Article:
Comment Windows Phone functionality (Score 1) 250

I have one and use it on a daily basis, but primarily as a SIMless podcast player using PocketCasts (which I still hope to see one last update for....).

The lack of apps is the big thing, and a couple of the ones you mention may become more problematic in the near future

  • the HERE products are going away (see: Here Maps drops support for Windows Phone and Windows 10 and the in-app message that pops up when you start the app)
  • possibly the Waze app (I haven't heard anything, but it's owned by Google and they're unlikely to be spending any developer time on it)
  • Is there such a thing as a good text or code editor on WP? I haven't found one.
  • Edge edges on being usable, and UC Browser and Surfy make attempts, but overall the browser situation on WP is pathetic. Before MS killed Project Astoria I had hopes that at least Dolphin would consider porting to Windows, but now why bother? And with that, on the Windows Phone side I resign myself to options that feel comparable to the built-in browser back in the Froyo days or even earlier.

There are other more niche apps I'd like to have which either aren't available or can't be available due to the security model - things like SMS, call log and decent location tracking.

As for other aspects, for a Microsoft phone running Outlook it has a terrible time with calendar sync - I'll add a calendar entry on an Android tablet, it'll sync to my company Exchange server, show up on my Android phone, then show up on the Windows phone hours later after the event and only when I actually open the calendar app to see why I didn't have a notification on there. While the keyboard is better than it appears at first, it still has some gaping holes (such as not showing the "secondary" characters available by swiping on the keys).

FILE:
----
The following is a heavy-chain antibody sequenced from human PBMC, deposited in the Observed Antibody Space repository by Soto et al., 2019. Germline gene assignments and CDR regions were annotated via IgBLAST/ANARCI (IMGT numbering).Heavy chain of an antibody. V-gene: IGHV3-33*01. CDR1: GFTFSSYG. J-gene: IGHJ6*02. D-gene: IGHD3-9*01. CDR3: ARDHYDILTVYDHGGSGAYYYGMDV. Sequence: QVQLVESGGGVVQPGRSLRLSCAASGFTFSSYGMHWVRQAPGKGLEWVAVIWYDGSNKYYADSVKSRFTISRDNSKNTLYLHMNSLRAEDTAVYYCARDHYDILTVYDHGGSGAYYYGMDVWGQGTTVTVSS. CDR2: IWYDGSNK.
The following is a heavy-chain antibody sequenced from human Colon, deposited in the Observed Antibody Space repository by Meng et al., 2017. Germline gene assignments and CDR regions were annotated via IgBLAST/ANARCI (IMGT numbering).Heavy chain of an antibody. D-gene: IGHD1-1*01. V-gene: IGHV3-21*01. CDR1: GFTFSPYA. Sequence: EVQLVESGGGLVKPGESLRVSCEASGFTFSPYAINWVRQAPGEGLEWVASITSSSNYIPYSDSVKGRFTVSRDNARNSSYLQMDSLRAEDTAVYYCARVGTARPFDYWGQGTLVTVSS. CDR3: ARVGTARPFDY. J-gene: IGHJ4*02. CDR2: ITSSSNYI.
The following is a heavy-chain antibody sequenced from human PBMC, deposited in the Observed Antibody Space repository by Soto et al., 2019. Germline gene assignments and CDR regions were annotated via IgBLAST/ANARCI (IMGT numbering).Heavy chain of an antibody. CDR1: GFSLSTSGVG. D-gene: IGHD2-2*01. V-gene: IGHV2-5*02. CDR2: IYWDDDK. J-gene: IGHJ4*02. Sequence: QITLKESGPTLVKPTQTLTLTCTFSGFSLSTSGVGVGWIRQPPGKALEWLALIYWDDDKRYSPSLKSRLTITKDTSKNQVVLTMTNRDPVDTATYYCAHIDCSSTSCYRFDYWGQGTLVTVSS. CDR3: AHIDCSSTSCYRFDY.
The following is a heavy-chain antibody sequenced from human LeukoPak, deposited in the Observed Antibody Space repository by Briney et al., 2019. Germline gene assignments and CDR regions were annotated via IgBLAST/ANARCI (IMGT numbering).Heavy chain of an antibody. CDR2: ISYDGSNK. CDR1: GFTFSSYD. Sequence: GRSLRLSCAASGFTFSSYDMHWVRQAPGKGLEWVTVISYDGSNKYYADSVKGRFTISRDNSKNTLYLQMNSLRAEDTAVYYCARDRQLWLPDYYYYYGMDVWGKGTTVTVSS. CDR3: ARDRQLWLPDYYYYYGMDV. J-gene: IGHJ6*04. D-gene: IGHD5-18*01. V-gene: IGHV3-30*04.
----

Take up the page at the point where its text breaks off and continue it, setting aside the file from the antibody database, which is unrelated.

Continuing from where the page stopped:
I don't feel bad about having purchased the phone and might do it again under the same circumstances - it was $80 and I got a free 1-year subscription to Office365 with it, and my previous phone was showing signs of dying - but with the current status of Windows Phone and the application environment I can't imagine the scenario in which I'd actually buy one to use as a daily driver.

Comment Skyscraper vertical farms in the future? (Score 2) 95